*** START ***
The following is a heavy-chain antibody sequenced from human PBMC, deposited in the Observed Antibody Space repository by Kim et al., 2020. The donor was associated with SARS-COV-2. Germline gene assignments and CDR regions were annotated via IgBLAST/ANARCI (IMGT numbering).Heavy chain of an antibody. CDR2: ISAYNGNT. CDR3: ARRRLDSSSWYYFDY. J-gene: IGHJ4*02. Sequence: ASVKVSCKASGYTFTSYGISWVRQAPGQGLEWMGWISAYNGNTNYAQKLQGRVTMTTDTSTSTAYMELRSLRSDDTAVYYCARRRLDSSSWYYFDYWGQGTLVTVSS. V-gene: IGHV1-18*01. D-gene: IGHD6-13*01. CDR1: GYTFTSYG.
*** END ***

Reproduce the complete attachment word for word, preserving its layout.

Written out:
The following is a heavy-chain antibody sequenced from human PBMC, deposited in the Observed Antibody Space repository by Kim et al., 2020. The donor was associated with SARS-COV-2. Germline gene assignments and CDR regions were annotated via IgBLAST/ANARCI (IMGT numbering).Heavy chain of an antibody. CDR2: ISAYNGNT. CDR3: ARRRLDSSSWYYFDY. J-gene: IGHJ4*02. Sequence: ASVKVSCKASGYTFTSYGISWVRQAPGQGLEWMGWISAYNGNTNYAQKLQGRVTMTTDTSTSTAYMELRSLRSDDTAVYYCARRRLDSSSWYYFDYWGQGTLVTVSS. V-gene: IGHV1-18*01. D-gene: IGHD6-13*01. CDR1: GYTFTSYG.